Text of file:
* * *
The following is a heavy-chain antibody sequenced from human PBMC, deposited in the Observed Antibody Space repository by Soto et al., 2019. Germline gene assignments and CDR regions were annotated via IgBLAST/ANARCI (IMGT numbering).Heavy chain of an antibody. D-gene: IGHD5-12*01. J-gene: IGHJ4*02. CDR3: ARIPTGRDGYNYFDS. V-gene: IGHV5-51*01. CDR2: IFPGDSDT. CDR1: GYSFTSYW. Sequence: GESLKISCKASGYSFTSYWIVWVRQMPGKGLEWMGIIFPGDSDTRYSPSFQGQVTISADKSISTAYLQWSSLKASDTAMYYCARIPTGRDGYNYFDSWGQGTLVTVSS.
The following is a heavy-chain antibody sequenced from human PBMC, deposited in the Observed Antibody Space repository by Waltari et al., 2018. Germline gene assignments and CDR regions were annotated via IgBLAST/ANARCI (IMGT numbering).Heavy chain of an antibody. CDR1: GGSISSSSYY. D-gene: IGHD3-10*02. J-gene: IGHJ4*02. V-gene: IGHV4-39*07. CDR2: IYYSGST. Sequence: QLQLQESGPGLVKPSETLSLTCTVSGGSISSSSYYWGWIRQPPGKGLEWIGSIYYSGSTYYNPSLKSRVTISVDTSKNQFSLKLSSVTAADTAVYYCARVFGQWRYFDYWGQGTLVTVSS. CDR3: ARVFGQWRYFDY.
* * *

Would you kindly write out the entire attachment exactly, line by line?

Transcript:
The following is a heavy-chain antibody sequenced from human PBMC, deposited in the Observed Antibody Space repository by Soto et al., 2019. Germline gene assignments and CDR regions were annotated via IgBLAST/ANARCI (IMGT numbering).Heavy chain of an antibody. D-gene: IGHD5-12*01. J-gene: IGHJ4*02. CDR3: ARIPTGRDGYNYFDS. V-gene: IGHV5-51*01. CDR2: IFPGDSDT. CDR1: GYSFTSYW. Sequence: GESLKISCKASGYSFTSYWIVWVRQMPGKGLEWMGIIFPGDSDTRYSPSFQGQVTISADKSISTAYLQWSSLKASDTAMYYCARIPTGRDGYNYFDSWGQGTLVTVSS.
The following is a heavy-chain antibody sequenced from human PBMC, deposited in the Observed Antibody Space repository by Waltari et al., 2018. Germline gene assignments and CDR regions were annotated via IgBLAST/ANARCI (IMGT numbering).Heavy chain of an antibody. CDR1: GGSISSSSYY. D-gene: IGHD3-10*02. J-gene: IGHJ4*02. V-gene: IGHV4-39*07. CDR2: IYYSGST. Sequence: QLQLQESGPGLVKPSETLSLTCTVSGGSISSSSYYWGWIRQPPGKGLEWIGSIYYSGSTYYNPSLKSRVTISVDTSKNQFSLKLSSVTAADTAVYYCARVFGQWRYFDYWGQGTLVTVSS. CDR3: ARVFGQWRYFDY.